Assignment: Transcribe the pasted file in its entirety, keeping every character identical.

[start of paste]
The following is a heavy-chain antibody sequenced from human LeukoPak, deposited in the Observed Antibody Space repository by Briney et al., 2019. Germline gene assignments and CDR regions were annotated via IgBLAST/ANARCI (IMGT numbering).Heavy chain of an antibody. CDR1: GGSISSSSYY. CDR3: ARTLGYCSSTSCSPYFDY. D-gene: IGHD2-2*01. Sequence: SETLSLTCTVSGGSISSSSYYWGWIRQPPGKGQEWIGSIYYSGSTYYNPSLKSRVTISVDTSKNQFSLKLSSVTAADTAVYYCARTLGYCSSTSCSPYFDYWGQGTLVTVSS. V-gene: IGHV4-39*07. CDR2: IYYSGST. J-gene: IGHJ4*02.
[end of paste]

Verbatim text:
The following is a heavy-chain antibody sequenced from human LeukoPak, deposited in the Observed Antibody Space repository by Briney et al., 2019. Germline gene assignments and CDR regions were annotated via IgBLAST/ANARCI (IMGT numbering).Heavy chain of an antibody. CDR1: GGSISSSSYY. CDR3: ARTLGYCSSTSCSPYFDY. D-gene: IGHD2-2*01. Sequence: SETLSLTCTVSGGSISSSSYYWGWIRQPPGKGQEWIGSIYYSGSTYYNPSLKSRVTISVDTSKNQFSLKLSSVTAADTAVYYCARTLGYCSSTSCSPYFDYWGQGTLVTVSS. V-gene: IGHV4-39*07. CDR2: IYYSGST. J-gene: IGHJ4*02.